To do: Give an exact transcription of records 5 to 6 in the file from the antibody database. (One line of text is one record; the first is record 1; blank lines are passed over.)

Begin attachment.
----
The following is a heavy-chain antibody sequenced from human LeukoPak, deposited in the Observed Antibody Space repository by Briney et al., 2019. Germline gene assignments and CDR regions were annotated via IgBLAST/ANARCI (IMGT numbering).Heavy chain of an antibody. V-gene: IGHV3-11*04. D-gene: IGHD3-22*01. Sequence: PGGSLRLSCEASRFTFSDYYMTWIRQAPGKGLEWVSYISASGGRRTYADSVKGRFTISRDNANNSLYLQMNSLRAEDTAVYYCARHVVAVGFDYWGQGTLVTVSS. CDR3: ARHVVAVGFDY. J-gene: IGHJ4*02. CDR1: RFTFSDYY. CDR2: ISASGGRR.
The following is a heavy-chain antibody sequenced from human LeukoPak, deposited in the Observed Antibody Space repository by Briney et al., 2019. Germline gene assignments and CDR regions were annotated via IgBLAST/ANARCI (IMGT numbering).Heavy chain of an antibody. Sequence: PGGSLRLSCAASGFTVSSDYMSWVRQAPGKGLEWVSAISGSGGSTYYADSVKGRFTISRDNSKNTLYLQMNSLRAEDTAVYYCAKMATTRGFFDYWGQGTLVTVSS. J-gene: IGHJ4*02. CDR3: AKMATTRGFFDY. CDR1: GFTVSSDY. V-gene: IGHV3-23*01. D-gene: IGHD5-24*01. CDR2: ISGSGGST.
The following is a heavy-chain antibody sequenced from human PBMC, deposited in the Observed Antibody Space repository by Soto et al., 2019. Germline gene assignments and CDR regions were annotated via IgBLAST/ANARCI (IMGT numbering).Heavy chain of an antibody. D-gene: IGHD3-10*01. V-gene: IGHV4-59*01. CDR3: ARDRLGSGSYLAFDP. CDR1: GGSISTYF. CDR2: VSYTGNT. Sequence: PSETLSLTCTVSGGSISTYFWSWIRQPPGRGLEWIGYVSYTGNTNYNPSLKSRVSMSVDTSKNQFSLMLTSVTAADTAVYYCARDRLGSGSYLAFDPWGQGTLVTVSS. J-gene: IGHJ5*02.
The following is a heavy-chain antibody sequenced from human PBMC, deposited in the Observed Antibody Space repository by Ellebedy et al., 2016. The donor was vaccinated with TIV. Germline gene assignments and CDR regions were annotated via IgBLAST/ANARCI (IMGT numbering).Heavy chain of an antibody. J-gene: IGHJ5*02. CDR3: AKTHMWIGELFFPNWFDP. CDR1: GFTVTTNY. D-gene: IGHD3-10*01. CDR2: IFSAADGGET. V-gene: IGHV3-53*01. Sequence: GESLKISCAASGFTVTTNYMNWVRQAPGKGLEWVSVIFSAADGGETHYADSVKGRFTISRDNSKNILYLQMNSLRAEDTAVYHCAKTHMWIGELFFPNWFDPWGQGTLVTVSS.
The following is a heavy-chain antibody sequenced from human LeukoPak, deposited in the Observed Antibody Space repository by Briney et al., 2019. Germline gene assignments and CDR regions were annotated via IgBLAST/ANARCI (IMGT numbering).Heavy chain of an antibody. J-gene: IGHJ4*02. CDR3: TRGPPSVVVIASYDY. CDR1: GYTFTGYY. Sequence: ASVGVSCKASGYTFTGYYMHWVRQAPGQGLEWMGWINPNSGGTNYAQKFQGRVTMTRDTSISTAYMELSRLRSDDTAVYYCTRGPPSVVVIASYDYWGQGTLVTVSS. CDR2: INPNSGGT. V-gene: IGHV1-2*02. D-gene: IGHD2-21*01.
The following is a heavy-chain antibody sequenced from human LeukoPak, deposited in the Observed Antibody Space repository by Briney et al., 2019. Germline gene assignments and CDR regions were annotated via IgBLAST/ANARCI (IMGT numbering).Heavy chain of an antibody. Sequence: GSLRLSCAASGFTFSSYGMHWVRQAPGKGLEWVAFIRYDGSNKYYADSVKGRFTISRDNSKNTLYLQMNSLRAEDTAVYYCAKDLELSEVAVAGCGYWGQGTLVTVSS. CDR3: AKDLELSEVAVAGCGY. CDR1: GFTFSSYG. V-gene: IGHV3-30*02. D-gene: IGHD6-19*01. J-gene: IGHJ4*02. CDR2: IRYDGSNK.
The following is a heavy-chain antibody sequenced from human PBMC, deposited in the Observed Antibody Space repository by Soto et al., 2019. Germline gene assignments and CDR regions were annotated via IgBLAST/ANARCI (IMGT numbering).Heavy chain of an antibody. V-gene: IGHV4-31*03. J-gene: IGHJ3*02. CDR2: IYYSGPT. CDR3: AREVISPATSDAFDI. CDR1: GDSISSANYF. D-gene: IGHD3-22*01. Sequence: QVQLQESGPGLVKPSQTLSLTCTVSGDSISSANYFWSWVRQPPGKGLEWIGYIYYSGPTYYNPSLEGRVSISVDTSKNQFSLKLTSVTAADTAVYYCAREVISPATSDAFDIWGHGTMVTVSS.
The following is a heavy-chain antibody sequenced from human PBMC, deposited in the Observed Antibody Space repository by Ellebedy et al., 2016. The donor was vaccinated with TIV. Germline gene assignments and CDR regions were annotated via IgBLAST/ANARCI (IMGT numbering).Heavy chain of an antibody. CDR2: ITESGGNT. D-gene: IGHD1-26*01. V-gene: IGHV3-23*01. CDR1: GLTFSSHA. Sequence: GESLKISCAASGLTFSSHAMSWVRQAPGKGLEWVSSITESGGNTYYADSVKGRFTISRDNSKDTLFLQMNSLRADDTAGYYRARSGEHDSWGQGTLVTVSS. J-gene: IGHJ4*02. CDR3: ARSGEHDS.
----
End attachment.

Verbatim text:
The following is a heavy-chain antibody sequenced from human LeukoPak, deposited in the Observed Antibody Space repository by Briney et al., 2019. Germline gene assignments and CDR regions were annotated via IgBLAST/ANARCI (IMGT numbering).Heavy chain of an antibody. J-gene: IGHJ4*02. CDR3: TRGPPSVVVIASYDY. CDR1: GYTFTGYY. Sequence: ASVGVSCKASGYTFTGYYMHWVRQAPGQGLEWMGWINPNSGGTNYAQKFQGRVTMTRDTSISTAYMELSRLRSDDTAVYYCTRGPPSVVVIASYDYWGQGTLVTVSS. CDR2: INPNSGGT. V-gene: IGHV1-2*02. D-gene: IGHD2-21*01.
The following is a heavy-chain antibody sequenced from human LeukoPak, deposited in the Observed Antibody Space repository by Briney et al., 2019. Germline gene assignments and CDR regions were annotated via IgBLAST/ANARCI (IMGT numbering).Heavy chain of an antibody. Sequence: GSLRLSCAASGFTFSSYGMHWVRQAPGKGLEWVAFIRYDGSNKYYADSVKGRFTISRDNSKNTLYLQMNSLRAEDTAVYYCAKDLELSEVAVAGCGYWGQGTLVTVSS. CDR3: AKDLELSEVAVAGCGY. CDR1: GFTFSSYG. V-gene: IGHV3-30*02. D-gene: IGHD6-19*01. J-gene: IGHJ4*02. CDR2: IRYDGSNK.